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The Praise Of Dust
‘What of vile dust?' the preacher said.
Methought the whole world woke,
The dead stone lived beneath my foot,
And my whole body spoke.
G. K. Chesterton
He rode through the woods on a big blue ox,
He had fists as hard as choppin' blocks,
Five hundred pounds and nine feet tall...that's Paul.
A wanderer is man from his birth.
He was born in a ship
On the breast of the river of Time;
Brimming with wonder and joy
The Scholar Gypsy
Go, for they call you, shepherd, from the hill;
Go, shepherd, and untie the wattled cotes!
No longer leave thy wistful flock unfed,
Nor let thy bawling fellows rack their throats,
The Generations Of Men
A governor it was proclaimed this time,
When all who would come seeking in New Hampshire
Ancestral memories might come together.
And those of the name Stark gathered in Bow,
The Eve Of St. Agnes
St. Agnes' Eve-Ah, bitter chill it was!
The owl, for all his feathers, was a-cold;
The hare limp'd trembling through the frozen grass,
And silent was the flock in woolly fold:
Venus And Adonis
Even as the sun with purple-coloured face
Had ta'en his last leave of the weeping morn,
Rose-cheeked Adonis hied him to the chase;
Hunting he loved, but love he laughed to scorn.
The Deserted Village
Sweet Auburn! loveliest village of the plain,
Where health and plenty cheered the labouring swain,
Where smiling spring its earliest visits paid,
And parting summer's lingering blooms delayed:
Youth And Age
Verse, a breeze 'mid blossoms straying,
Where Hope clung feeding, like a bee-
Both were mine! Life went a-maying
With Nature, Hope, and Poesy,
Samuel Taylor Coleridge
Michael: A Pastoral Poem
If from the public way you turn your steps
Up the tumultuous brook of Green-head Ghyll,
You will suppose that with an upright path
Your feet must struggle; in such bold ascent
The Green Linnet
Beneath these fruit-tree boughs that shed
Their snow-white blossoms on my head,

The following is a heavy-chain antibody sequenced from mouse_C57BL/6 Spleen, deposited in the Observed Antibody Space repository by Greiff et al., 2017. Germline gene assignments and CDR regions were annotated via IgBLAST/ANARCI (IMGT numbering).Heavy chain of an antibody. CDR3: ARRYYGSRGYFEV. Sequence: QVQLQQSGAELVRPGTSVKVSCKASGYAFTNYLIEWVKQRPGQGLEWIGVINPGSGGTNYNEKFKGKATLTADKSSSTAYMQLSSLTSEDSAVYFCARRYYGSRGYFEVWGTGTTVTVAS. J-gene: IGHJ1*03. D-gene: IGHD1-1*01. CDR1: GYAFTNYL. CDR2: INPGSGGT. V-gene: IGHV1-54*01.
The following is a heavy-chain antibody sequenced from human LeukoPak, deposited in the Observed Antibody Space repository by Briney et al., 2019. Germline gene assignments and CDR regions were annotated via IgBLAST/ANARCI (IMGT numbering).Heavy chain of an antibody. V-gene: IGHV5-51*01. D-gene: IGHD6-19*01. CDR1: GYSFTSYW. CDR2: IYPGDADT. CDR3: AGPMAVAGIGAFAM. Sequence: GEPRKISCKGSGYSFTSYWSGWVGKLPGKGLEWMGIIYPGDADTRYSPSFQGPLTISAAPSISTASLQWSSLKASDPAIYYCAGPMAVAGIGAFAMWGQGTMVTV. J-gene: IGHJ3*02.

With brightest sunshine round me spread
Of spring's unclouded weather,
To The Cuckoo
O blithe New-comer! I have heard,
I hear thee and rejoice.
O Cuckoo! shall I call thee Bird,
Or but a wandering Voice?
The gallant Youth, who may have gained,
Or seeks, a “winsome Marrow,”
Was but an Infant in the lap
When first I looked on Yarrow;
It little profits that an idle king,
By this still hearth, among these barren crags,
Matched with an aged wife, I mete and dole
Unequal laws unto a savage race,
Alfred Lord Tennyson
In The Downhill Of Life
In the downhill of life, when I find I'm declining,
May my lot no less fortunate be
Than a snug elbow-chair can afford for reclining,
And a cot that o'erlooks the wide sea;
Eloisa To Abelard
In these deep solitudes and awful cells,
Where heav'nly-pensive contemplation dwells,
And ever-musing melancholy reigns;
What means this tumult in a vestal's veins?
A Rolling Stone
There's sunshine in the heart of me,
My blood sings in the breeze;
The mountains are a part of me,
I'm fellow to the trees.
Three score and ten, the psalmist saith,
And half my course is well-nigh run;
I've had my flout at dusty death,
I've had my whack of feast and fun.
Awake To Smile
When I blink sunshine in my eyes
And hail the amber morn,
Before the rosy dew-drop dries
With sparkle on the thorn;
It's easy to fight when everything's right,
And you're mad with the thrill and the glory;
It's easy to cheer when victory's near,
And wallow in fields that are gory.
It's a mighty good world, so it is, dear lass,
When even the worst is said.
There's a smile and a tear, a sigh and a cheer,
But better be living than dead;
Clancy Of The Mounted Police
In the little Crimson Manual it's written plain and clear
That who would wear the scarlet coat shall say good-bye to fear;
Shall be a guardian of the right, a sleuth-hound of the trail-
In the little Crimson Manual there's no such word as “fail”-
When a girl's sixteen, and as poor as she's pretty,
And she hasn't a friend and she hasn't a home,
Heigh-ho! She's as safe in Paris city
As a lamb night-strayed where the wild wolves roam;
Say! You've struck a heap of trouble-
Bust in business, lost your wife;
No one cares a cent about you,
You don't care a cent for life;
The little pink house is high on the hill
And my heart is not what it used to be;
It will kick up a fuss I know, but still
I must toil up that twisty trail to see
Gas got me in the first World War,
And all my mates at rest are laid.
I felt I might survive them for
I am a gardener by trade.
Heaven's mighty sweet, I guess;
Ain't no rush to git there:
Been a sinner, more or less;
Maybe wouldn't fit there.
If you're up against a bruiser and you're getting knocked about-
Somehow the skies don't seem so blue
As they used to be;
Blossoms have a fainter hue,
Grass less green I see.
No man can be a failure if he thinks he's a success;
he may not own his roof-tree overhead,
He may be on his uppers and have hocked his evening dress-
(Financially speaking-in the red)
My Husky Team
I met an ancient man who mushed
With Peary to the Pole.
Said I, “In all that land so hushed
What most inspired your soul?”
“Flowers, only flowers-bring me dainty posies,
Blossoms for forgetfulness,” that was all he said;
So we sacked our gardens, violets and roses,
Lilies white and bluebells laid we on his bed.